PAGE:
There’s been a great deal of debate about what qualities are most important for the 100 meter sprinter. Force, direction of force application, power, ability to move the limbs quickly, stride length, etc. have all been mentioned as the most important variables. Morin et al in the November issue of the European Journal of Applied Physiology examine this. Their study was designed to examine those mechanical variables associated with 100 meter performance. The study looked at 13 males, 9 of whom were collegiate physical education students, 3 were French national-level sprinters (mean 100m time ranged from 10.31-10.61 seconds), and one world-class sprinter (9.92 100-meter best time).
Each subject performed two testing conditions:
• 100 meter sprint on a standard track
• Six second maximal sprint on a sprint treadmill (the subjects accelerated the belt on the treadmill and sprinted all out for those six seconds). The treadmill allowed for more precise measures of force and power.
The authors were interested in relationships between force, power, and kinematics (stride length/frequency/etc.) and the 100 meter sprint results. They found a number of interesting things:
• Maximal power output was strongly correlated (r of 0.85 and above) with maximal speed achieved during the 100m sprint, mean speed achieved during the 100 meter sprint, and the distance traveled over the first four seconds of the 100 meter sprint (i.e. acceleration).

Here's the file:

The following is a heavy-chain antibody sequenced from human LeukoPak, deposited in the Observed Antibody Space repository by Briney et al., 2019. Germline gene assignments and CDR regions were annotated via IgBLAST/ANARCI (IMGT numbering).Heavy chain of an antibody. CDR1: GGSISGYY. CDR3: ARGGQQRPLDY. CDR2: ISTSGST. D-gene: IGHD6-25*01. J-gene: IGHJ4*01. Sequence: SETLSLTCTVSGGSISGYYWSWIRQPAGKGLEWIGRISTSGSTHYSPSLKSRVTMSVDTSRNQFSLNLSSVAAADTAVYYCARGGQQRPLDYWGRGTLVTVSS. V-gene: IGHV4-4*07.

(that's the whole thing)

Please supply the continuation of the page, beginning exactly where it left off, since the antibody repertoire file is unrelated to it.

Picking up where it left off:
• Average power output was strongly correlated (r of 0.81 and above) with maximal speed, mean speed, and four second distance.
• In both instances, the strongest relationship was between the power outputs and the four second distance.
• Horizontal ground reaction forces were strongly correlated (r 0.773 and above) with maximal speed, mean speed, and four second distance.
• Vertical ground reaction force was only strongly correlated with maximal speed (r 0.593).
• For these sprinters, stride frequency was strongly correlated with all measures of speed (r 0.893 and above), but stride length was not.
• Contact time and swing time were negatively correlated with the measures of speed, in other words the more time you spend either on the ground or swinging your limbs the slower you run.
Before delving into take home messages, some cautions. There is one elite sprinter in the study, the nine college students may severely skew the results. Some purists discount research that uses a treadmill as this may or may not adequately represent what athletes do on the field.
To me, this study reinforces the need for sprinters to be powerful, strong, and to be able to apply that strength and power in a horizontal direction. It also suggests that this isn’t enough if they cannot move their limbs quickly. This not only reinforces the importance of strength training, but it reinforces the need for more specific strength training that helps with horizontal application of force as well as plyometrics that seek to apply strength horizontally.
The stride frequency results are interesting. With larger pools of sprinters you find that some are (extreme) stride frequency oriented, some are stride length oriented, and some are a little more balanced between the two. The subjects in this study were stride frequency oriented. Some of this is due to coaching and some of this is due to how the athlete is put together.
Morin, J-B., Bourdin, M., Edouard, P., Peyrot, N., Samozino, P., and Lacour, J-R. (2012). Mechanical determinants of 100-m sprint running performance. European Journal of Applied Physiology, 112: 3921-3930.